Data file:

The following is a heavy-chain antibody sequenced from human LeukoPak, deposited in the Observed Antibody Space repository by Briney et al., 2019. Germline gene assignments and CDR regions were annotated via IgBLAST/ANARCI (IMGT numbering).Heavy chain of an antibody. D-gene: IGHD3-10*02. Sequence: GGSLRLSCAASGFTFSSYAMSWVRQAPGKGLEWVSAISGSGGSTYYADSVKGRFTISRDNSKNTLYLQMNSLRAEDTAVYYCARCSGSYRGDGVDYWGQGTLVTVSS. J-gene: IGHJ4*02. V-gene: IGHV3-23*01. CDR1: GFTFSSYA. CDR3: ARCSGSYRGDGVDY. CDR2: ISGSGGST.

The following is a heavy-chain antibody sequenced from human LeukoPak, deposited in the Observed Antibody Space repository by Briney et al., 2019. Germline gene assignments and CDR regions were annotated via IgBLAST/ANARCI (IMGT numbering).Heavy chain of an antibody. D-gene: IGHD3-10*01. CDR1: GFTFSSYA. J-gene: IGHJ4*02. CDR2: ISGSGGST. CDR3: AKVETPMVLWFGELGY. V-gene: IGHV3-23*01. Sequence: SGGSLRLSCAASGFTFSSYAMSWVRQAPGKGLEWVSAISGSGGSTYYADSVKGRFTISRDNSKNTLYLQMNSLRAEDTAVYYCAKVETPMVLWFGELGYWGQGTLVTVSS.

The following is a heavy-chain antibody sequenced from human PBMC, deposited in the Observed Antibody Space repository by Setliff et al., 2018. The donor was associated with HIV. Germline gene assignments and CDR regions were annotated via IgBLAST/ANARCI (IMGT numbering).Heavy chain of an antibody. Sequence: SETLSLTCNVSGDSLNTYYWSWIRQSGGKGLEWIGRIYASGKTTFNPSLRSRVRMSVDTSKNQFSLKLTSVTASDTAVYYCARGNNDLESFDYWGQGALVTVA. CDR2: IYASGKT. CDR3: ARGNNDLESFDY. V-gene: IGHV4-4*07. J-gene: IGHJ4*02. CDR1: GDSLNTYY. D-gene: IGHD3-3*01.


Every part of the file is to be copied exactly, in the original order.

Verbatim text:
The following is a heavy-chain antibody sequenced from human LeukoPak, deposited in the Observed Antibody Space repository by Briney et al., 2019. Germline gene assignments and CDR regions were annotated via IgBLAST/ANARCI (IMGT numbering).Heavy chain of an antibody. D-gene: IGHD3-10*02. Sequence: GGSLRLSCAASGFTFSSYAMSWVRQAPGKGLEWVSAISGSGGSTYYADSVKGRFTISRDNSKNTLYLQMNSLRAEDTAVYYCARCSGSYRGDGVDYWGQGTLVTVSS. J-gene: IGHJ4*02. V-gene: IGHV3-23*01. CDR1: GFTFSSYA. CDR3: ARCSGSYRGDGVDY. CDR2: ISGSGGST.

The following is a heavy-chain antibody sequenced from human LeukoPak, deposited in the Observed Antibody Space repository by Briney et al., 2019. Germline gene assignments and CDR regions were annotated via IgBLAST/ANARCI (IMGT numbering).Heavy chain of an antibody. D-gene: IGHD3-10*01. CDR1: GFTFSSYA. J-gene: IGHJ4*02. CDR2: ISGSGGST. CDR3: AKVETPMVLWFGELGY. V-gene: IGHV3-23*01. Sequence: SGGSLRLSCAASGFTFSSYAMSWVRQAPGKGLEWVSAISGSGGSTYYADSVKGRFTISRDNSKNTLYLQMNSLRAEDTAVYYCAKVETPMVLWFGELGYWGQGTLVTVSS.

The following is a heavy-chain antibody sequenced from human PBMC, deposited in the Observed Antibody Space repository by Setliff et al., 2018. The donor was associated with HIV. Germline gene assignments and CDR regions were annotated via IgBLAST/ANARCI (IMGT numbering).Heavy chain of an antibody. Sequence: SETLSLTCNVSGDSLNTYYWSWIRQSGGKGLEWIGRIYASGKTTFNPSLRSRVRMSVDTSKNQFSLKLTSVTASDTAVYYCARGNNDLESFDYWGQGALVTVA. CDR2: IYASGKT. CDR3: ARGNNDLESFDY. V-gene: IGHV4-4*07. J-gene: IGHJ4*02. CDR1: GDSLNTYY. D-gene: IGHD3-3*01.